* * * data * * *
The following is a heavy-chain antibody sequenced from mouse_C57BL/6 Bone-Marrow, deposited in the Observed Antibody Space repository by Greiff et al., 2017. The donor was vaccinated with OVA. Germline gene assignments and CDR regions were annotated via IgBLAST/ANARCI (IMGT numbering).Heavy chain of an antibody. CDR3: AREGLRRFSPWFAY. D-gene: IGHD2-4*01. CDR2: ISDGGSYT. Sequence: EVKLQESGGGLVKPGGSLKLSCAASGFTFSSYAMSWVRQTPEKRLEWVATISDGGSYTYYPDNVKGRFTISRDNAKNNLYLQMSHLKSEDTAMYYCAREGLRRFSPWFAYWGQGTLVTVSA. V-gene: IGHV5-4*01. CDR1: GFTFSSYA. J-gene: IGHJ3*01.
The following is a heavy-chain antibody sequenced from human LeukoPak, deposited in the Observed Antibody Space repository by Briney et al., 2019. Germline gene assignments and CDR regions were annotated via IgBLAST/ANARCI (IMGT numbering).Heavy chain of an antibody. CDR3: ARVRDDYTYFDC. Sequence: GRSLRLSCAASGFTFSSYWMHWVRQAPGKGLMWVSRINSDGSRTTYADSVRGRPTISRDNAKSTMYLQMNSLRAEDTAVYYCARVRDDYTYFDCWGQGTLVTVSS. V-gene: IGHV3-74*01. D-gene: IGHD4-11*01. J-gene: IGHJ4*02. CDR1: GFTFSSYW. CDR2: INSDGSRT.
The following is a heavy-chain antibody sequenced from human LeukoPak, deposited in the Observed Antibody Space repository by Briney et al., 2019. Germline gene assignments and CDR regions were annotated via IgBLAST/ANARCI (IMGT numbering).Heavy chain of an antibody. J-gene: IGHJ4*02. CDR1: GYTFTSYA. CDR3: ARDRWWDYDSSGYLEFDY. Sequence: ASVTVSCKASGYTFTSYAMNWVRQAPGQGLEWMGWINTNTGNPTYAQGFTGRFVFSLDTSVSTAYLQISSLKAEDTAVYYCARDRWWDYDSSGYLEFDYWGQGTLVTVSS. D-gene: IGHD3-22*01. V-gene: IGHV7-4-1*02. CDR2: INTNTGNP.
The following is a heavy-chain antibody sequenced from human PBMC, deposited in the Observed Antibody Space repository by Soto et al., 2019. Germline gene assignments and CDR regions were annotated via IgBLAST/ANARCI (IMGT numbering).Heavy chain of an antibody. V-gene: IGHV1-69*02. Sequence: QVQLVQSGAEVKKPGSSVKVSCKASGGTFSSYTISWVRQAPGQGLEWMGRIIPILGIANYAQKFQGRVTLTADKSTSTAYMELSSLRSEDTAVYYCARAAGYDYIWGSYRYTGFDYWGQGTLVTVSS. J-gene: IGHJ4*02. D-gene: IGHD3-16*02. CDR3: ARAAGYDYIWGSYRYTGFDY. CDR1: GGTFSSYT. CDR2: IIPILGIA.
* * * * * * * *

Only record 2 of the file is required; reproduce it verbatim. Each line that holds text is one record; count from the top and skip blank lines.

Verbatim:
The following is a heavy-chain antibody sequenced from human LeukoPak, deposited in the Observed Antibody Space repository by Briney et al., 2019. Germline gene assignments and CDR regions were annotated via IgBLAST/ANARCI (IMGT numbering).Heavy chain of an antibody. CDR3: ARVRDDYTYFDC. Sequence: GRSLRLSCAASGFTFSSYWMHWVRQAPGKGLMWVSRINSDGSRTTYADSVRGRPTISRDNAKSTMYLQMNSLRAEDTAVYYCARVRDDYTYFDCWGQGTLVTVSS. V-gene: IGHV3-74*01. D-gene: IGHD4-11*01. J-gene: IGHJ4*02. CDR1: GFTFSSYW. CDR2: INSDGSRT.